Artists are known for seeing life through their own unique way and our current discovery certainly does just that. Tahnee Lonsdale is the LA-based, London-bred artist who uses her paintbrush to demonstrate a whole host of themes - from femininity to motherhood and self-discovery. Tipped by The Saatchi Gallery in 2012 as one of “tomorrow’s Damien Hirsts”, she has exhibited at Somerset House and even had her work turned into a range of scarves for Matches. Her use of colour and shape got us hooked, and we had to get in touch to pick her brains and find out more…
Had you always seen yourself going into the art world and wanted to be an artist?
Strangely no. It was always writing when I was small. I wrote endless stories and poems. I don’t think I was very good at art. My older sister was an amazing artist and I always assumed that painting was her thing. But then it became apparent that it wasn’t important for a drawing to look like it’s subject, so I suddenly became interested. When a vase of flowers is not expected to look like the vase of flowers, a door opens.
What sorts of themes do you cover in your work?
It used to be imagined narratives with underlying themes of urgency and escape, now the themes have moved towards gender roles, what it is to be a woman and a feminist, domestic life (in all its mundaneness) and ultimately motherhood.
We love your use and variation of colour - how would you describe the use of it in your art?
Colour is integral to my work. It’s not an accident that I use so much pink. It is the colour given to us as little girls, it’s the colour of flesh and skin and lips. When babies are born they are little pink balls. And on the flip side there’s blue, a colour I also like to use, and often against the soft, fleshy pink I so love. Blue is a masculine strong colour, cold and in the shadows. I like the juxtaposition of these two colours together. My recent paintings are imbued with a bleached out California feel, so reminiscent of the first moment I touched down in LA for the first time. But often there is not much pre-thought, it is a natural progression not planned before hand, but during the process. Layering colour upon colour until I hit the right tone or shade.
Who are some of your artistic inspirations? Any up-and-comers we should be looking out for?
Since I fell for Instagram I have been opened up to a whole world of undiscovered art. Not necessarily undiscovered by the industry, but by me. There are so many talented artists out there and I feel I’m only seeing the tip of the iceberg. It’s exciting but overwhelming as an artist myself. Some names that come up are Scott Anderson, Jennie Jieun Lee, Ad Minoliti, Jamian Juliano-Villani and Rosson Crow. I could keep reeling names off but that’s pretty dull. I love the classics - Matisse, Bacon and Diebenkorn have been huge inspiration. Diebenkorn’s Ocean Park series are monumentally Californian.
Would you say your work tells a story? Or is it up to the viewer’s imagination to piece together the story?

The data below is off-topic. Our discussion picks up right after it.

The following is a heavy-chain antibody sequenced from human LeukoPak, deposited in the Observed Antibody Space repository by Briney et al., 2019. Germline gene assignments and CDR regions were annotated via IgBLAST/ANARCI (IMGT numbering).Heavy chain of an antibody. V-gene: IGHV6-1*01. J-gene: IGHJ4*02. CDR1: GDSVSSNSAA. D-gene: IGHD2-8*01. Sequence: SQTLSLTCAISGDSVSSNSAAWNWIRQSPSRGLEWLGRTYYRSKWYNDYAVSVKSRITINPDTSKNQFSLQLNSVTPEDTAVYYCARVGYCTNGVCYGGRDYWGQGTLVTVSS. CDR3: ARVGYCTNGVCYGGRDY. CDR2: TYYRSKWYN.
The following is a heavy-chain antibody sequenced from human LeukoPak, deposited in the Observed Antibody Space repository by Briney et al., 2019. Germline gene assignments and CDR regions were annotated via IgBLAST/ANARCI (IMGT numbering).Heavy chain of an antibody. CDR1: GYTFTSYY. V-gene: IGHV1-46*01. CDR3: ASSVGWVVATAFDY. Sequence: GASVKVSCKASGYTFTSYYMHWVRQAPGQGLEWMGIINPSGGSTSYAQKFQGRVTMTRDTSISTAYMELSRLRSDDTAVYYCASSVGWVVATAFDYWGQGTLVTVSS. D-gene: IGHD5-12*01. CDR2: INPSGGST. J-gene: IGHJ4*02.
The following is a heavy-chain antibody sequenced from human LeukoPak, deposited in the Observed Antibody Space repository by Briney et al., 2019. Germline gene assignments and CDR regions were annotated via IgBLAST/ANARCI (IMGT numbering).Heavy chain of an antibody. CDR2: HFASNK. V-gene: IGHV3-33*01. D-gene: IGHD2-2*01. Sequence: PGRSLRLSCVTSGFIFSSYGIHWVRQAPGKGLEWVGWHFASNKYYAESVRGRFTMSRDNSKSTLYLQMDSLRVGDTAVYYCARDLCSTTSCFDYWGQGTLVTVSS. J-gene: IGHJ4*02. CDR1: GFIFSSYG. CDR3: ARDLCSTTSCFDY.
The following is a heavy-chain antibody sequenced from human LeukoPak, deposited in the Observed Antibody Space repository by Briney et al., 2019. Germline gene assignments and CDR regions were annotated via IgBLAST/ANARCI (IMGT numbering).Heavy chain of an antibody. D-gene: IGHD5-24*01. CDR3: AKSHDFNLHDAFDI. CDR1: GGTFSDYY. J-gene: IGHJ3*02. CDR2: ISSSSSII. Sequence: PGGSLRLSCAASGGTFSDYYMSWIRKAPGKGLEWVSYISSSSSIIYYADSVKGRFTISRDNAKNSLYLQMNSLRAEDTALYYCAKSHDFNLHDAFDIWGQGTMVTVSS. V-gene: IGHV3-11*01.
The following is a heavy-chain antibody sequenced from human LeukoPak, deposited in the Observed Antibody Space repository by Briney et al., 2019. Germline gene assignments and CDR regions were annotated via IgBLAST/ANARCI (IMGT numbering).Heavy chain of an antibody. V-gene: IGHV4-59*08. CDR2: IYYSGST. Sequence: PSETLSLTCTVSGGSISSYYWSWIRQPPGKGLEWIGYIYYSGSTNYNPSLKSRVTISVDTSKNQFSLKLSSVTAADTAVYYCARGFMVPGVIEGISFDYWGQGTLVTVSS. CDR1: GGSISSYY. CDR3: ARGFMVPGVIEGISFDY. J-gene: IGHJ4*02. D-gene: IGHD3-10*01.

I think it’s difficult to unravel the story through just one painting, it’s like looking at a single photograph and trying to work out someone’s life story. It’s looking at a collection, or all my work in chronological order that tells the story. It’s my life unraveling on canvas. From my days as a troubled teenager, the disillusion of early marriage and the anxieties of motherhood. My work has jumped around a lot in terms of themes and styles as I try to find myself and my rhythm. I feel more settled now and I think I know what I’m trying to say, the work has slowed to a pace of understanding, although I’m still searching. This is the story you’ll discover.
What’s the best thing about living in LA?
Definitely the weather. So much piercing blue sky.
And the worst?
Being so far from my family.
You’re originally from London? How has this influenced you?
I think my influences come from where I am at the time. While I was in London my work was much more architectural, geometric and ordered. It was like I was boxed in, tightly controlling all sides of my life, there were glimmers of peace and greenery through cracks but I was unable to get there. Since moving to LA it’s like I’m on the other side of these windows, physically I’ve escaped these walls and there is a lot more fluidity in this freedom. But the focus becomes much more about being a woman and a mother, how these roles effect me and my response to them. The colours are also much truer to the LA palette.
What’s been the biggest challenge you’ve faced as a contemporary female artist?
Not being taken seriously. People are always surprised when they see my work, as if they’d been expecting something disappointing. There is also the expectation that you will stop painting once you become a mother, and surprise when you don’t. On the flip side, I think in some ways I’m at an advantage being a woman, there is a huge resource in motherhood. Wherever there is struggle great things happen.
Thanks Tahnee! Check out more of her work here.
All images: Tahnee Lonsdale